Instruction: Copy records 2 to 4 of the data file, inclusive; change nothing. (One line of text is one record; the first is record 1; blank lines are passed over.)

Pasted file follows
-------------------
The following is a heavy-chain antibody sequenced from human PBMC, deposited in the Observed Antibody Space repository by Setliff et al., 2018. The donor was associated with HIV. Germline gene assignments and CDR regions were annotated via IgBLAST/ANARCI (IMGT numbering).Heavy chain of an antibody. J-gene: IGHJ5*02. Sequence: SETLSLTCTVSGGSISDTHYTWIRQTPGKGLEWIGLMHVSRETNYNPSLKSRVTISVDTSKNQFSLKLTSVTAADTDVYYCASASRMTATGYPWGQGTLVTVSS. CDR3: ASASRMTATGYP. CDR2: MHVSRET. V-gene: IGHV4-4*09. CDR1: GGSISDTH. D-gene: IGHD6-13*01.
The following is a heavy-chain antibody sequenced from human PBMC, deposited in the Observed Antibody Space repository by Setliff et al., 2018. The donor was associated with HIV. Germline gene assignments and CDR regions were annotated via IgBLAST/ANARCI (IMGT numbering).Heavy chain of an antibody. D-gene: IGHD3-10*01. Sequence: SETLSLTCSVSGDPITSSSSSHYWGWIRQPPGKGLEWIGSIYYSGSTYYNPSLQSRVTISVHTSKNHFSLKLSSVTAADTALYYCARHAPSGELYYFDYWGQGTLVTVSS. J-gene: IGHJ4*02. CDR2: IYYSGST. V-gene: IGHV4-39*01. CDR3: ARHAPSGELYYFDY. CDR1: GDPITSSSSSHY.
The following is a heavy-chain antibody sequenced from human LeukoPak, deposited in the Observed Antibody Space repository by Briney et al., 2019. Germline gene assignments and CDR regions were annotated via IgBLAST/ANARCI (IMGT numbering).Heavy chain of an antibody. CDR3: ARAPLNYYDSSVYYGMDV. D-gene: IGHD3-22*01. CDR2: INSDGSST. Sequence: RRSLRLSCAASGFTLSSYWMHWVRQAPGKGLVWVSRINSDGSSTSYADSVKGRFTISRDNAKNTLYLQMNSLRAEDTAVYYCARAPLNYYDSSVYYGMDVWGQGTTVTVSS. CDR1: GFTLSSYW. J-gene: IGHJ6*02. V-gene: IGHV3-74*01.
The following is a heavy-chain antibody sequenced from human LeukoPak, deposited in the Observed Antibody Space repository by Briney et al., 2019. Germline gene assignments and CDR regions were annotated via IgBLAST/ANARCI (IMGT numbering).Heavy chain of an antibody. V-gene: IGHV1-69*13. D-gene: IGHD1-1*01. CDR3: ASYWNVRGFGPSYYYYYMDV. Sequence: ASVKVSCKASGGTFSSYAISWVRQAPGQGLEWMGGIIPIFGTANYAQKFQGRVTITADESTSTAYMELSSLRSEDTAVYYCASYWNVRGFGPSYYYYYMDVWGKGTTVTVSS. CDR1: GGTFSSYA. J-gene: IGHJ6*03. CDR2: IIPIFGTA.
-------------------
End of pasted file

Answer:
The following is a heavy-chain antibody sequenced from human PBMC, deposited in the Observed Antibody Space repository by Setliff et al., 2018. The donor was associated with HIV. Germline gene assignments and CDR regions were annotated via IgBLAST/ANARCI (IMGT numbering).Heavy chain of an antibody. D-gene: IGHD3-10*01. Sequence: SETLSLTCSVSGDPITSSSSSHYWGWIRQPPGKGLEWIGSIYYSGSTYYNPSLQSRVTISVHTSKNHFSLKLSSVTAADTALYYCARHAPSGELYYFDYWGQGTLVTVSS. J-gene: IGHJ4*02. CDR2: IYYSGST. V-gene: IGHV4-39*01. CDR3: ARHAPSGELYYFDY. CDR1: GDPITSSSSSHY.
The following is a heavy-chain antibody sequenced from human LeukoPak, deposited in the Observed Antibody Space repository by Briney et al., 2019. Germline gene assignments and CDR regions were annotated via IgBLAST/ANARCI (IMGT numbering).Heavy chain of an antibody. CDR3: ARAPLNYYDSSVYYGMDV. D-gene: IGHD3-22*01. CDR2: INSDGSST. Sequence: RRSLRLSCAASGFTLSSYWMHWVRQAPGKGLVWVSRINSDGSSTSYADSVKGRFTISRDNAKNTLYLQMNSLRAEDTAVYYCARAPLNYYDSSVYYGMDVWGQGTTVTVSS. CDR1: GFTLSSYW. J-gene: IGHJ6*02. V-gene: IGHV3-74*01.
The following is a heavy-chain antibody sequenced from human LeukoPak, deposited in the Observed Antibody Space repository by Briney et al., 2019. Germline gene assignments and CDR regions were annotated via IgBLAST/ANARCI (IMGT numbering).Heavy chain of an antibody. V-gene: IGHV1-69*13. D-gene: IGHD1-1*01. CDR3: ASYWNVRGFGPSYYYYYMDV. Sequence: ASVKVSCKASGGTFSSYAISWVRQAPGQGLEWMGGIIPIFGTANYAQKFQGRVTITADESTSTAYMELSSLRSEDTAVYYCASYWNVRGFGPSYYYYYMDVWGKGTTVTVSS. CDR1: GGTFSSYA. J-gene: IGHJ6*03. CDR2: IIPIFGTA.